A lighter side of TelemetrixCEO of Telemetrix Tim Curtis enjoys being at the helm of a successful UK group, and his light touch management skills seem to work. Alex Mayhew-Smith spoke to him
There is something encouraging about meeting a British company that has kept itself out of the way of the long-legged axe man of recession stalking the land, divesting firms of their employees.
One such firm which has done so but has remained somewhat low profile is Telemetrix. In the past any successes of the firm have been overshadowed by the massive loss making effect of the group’s US magnetic components subsidiary GTI.
For two years GTI made a profit but it was not sustainable, says Tim Curtis, CEO of Telemetrix, and for the last four years the division has made a loss. To make matters worse, although GTI was a subsidiary of Telemetrix, it was not directly managed by the parent company.
Fun house… Products from Zetex are doing it for parent company Telemetrix and its CEO Tim Curtis (above).
Curtis says with a smile that apart from the thorn of GTI, he has enjoyed being at Telemetrix. And no wonder; the company’s Zetex and Trend businesses are doing well. Last year was the sixth successive year of sales growth for the two UKdivisions, operating margins have grown from 7 to 11 per cent in that period and earnings per share has trebled in five years.
That is why the company remains so optimistic after announcing its recent 1998 results. The group posted a pre-tax loss of ?7.1m but in a sum that transforms the business like honey to a starving bear, take away GTI’s loss of ?14.9m, and you get a pre-tax profit for continuing businesses of ?7.8m.
With a thousand employees worldwide and a group turnover (excluding GTI) of ?68.7m, Telemetrix is a medium sized company and is likely to stay that way. Its size lends the firm a measure of security: “We position ourselves not to go head to head with larger US firms, it is unlikely we would win,” says Curtis who then briefly considers being in a firm like Symbian, which seems to be setting itself up for a struggle with Microsoft.
“It is a fascinating space. If Symbian keep it together it could work for them,” he muses.
The market has been bumbling along for a while now, says Curtis and it unlikely to get any worse. Despite this, the specialist semiconductor division Zetex is meeting its own operating margin target of 15 per cent. The long term objective is to drive up the margin.
And if all these fine numbers aren’t enough to convince that this is one UK electronics firm that can stand alone, Zetex’s recently purchased site in Lansdowne Road, Greater Manchester, will begin production of advanced bipolar products and MOS-based manufactured discrete and IC devices before the end of the year. Zetex’s new site, acquired from GEC-owned Seal Semiconductors in July 1998, will break even in 1999, says Curtis. TELEMATRIX 1998 RESULTS Group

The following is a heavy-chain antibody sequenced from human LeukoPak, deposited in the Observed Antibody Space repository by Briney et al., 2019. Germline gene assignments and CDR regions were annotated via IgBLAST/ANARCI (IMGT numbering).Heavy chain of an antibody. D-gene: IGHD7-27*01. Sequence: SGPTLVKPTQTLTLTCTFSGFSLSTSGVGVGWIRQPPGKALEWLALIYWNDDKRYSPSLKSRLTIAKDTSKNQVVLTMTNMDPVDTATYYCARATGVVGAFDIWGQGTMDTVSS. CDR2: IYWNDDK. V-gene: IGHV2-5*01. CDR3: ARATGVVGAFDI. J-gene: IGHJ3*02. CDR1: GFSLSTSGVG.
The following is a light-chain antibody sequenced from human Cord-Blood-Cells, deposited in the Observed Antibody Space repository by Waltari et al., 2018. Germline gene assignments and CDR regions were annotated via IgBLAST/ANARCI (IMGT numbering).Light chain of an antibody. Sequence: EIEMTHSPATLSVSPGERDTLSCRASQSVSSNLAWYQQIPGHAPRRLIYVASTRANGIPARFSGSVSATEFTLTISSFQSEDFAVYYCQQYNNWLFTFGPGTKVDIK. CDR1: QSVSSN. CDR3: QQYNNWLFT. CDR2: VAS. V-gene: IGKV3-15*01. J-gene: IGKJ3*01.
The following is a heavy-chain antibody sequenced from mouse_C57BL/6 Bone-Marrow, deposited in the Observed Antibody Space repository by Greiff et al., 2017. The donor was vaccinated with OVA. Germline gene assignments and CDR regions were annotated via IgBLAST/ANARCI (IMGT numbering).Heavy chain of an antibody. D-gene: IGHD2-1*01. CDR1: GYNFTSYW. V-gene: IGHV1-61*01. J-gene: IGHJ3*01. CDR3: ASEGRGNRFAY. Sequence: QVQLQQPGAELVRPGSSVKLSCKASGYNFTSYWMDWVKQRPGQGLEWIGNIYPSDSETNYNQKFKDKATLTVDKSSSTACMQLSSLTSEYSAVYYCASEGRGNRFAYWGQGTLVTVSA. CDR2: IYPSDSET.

business (?m) Sales
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“We purchased it for the technical capabilities it gives us. It suited our product plans. Before our linear wafers were made elsewhere, now we can produce them in-house,” says Curtis.
The firm also recently announced it was purchasing all 4in. and 6in. wafer production equipment from the closed Seagate site in Livingston, Scotland. The equipment will be used to increase Zetex’s manufacturing capacity. Colin Greene, group executive at Zetex, said:”The Zetex business has grown fourfold since the company’s launch ten years ago and we are looking forward to even more rapid growth in the decade to come.”
So far the company’s growth has been pushed along by Zetex’s linear devices, with 50 per cent growth in the last year. Zetex’s sales to the Pacific Rim countries, particularly Japan, has also pushed the growth of the company. “Korea is also important to us, the customer base is not as wide as it is in Japan but we have a few customers there,” says Curtis.
In fact the only area in which the firm has seen sales below expectations has been in the telecoms test subsidiary Trend, which markets its products under the Aurora brand. Sales were flat in 1998, says Curtis but it is a changing market. New carriers which have popped up in the last year are beginning to make an impact. Firms such as Colt, Energis and Concert have helped to keep Trend’s sales, if not growing, at a steady level.
“We accelerated our development programme for products beyond ISDN, moving into frame relay and ATM. Trend is not capital intensive, the barrier is the development teams. We are setting a skill base of people and design methodology,” explains Curtis.
Trained at Harvard Business School, Curtis has learned to run things with what he calls a “light touch”. His first job in the electronics sector was with Unitech, where Curtis refined his management style. A combination of share options to motivate staff and a style of leaving managers autonomous but with a guiding hand seems to pay off.
At 56, Curtis seems likely to stay with Telemetrix for a while yet. “Apart from GTI it has been great fun to be involved with a UK manufacturer, producing products and building an employment base.” One can expect more fun from this British firm.